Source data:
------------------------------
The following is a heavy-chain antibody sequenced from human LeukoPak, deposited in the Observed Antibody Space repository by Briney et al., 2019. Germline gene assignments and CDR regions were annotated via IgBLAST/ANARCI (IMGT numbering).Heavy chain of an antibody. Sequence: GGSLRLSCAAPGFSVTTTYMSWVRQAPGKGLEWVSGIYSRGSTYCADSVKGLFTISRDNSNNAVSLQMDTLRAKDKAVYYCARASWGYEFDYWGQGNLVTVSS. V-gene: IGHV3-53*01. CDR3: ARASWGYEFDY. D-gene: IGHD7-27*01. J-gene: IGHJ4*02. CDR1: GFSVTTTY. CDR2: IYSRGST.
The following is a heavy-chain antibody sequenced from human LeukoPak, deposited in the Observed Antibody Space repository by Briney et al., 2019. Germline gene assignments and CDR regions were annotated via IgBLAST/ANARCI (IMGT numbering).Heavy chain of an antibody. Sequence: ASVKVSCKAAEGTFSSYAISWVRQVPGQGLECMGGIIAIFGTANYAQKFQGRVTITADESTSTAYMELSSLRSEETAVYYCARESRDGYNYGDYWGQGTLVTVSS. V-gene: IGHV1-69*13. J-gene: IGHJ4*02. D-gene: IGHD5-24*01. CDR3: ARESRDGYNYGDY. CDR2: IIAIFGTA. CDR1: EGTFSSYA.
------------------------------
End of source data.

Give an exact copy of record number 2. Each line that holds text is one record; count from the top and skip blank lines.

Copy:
The following is a heavy-chain antibody sequenced from human LeukoPak, deposited in the Observed Antibody Space repository by Briney et al., 2019. Germline gene assignments and CDR regions were annotated via IgBLAST/ANARCI (IMGT numbering).Heavy chain of an antibody. Sequence: ASVKVSCKAAEGTFSSYAISWVRQVPGQGLECMGGIIAIFGTANYAQKFQGRVTITADESTSTAYMELSSLRSEETAVYYCARESRDGYNYGDYWGQGTLVTVSS. V-gene: IGHV1-69*13. J-gene: IGHJ4*02. D-gene: IGHD5-24*01. CDR3: ARESRDGYNYGDY. CDR2: IIAIFGTA. CDR1: EGTFSSYA.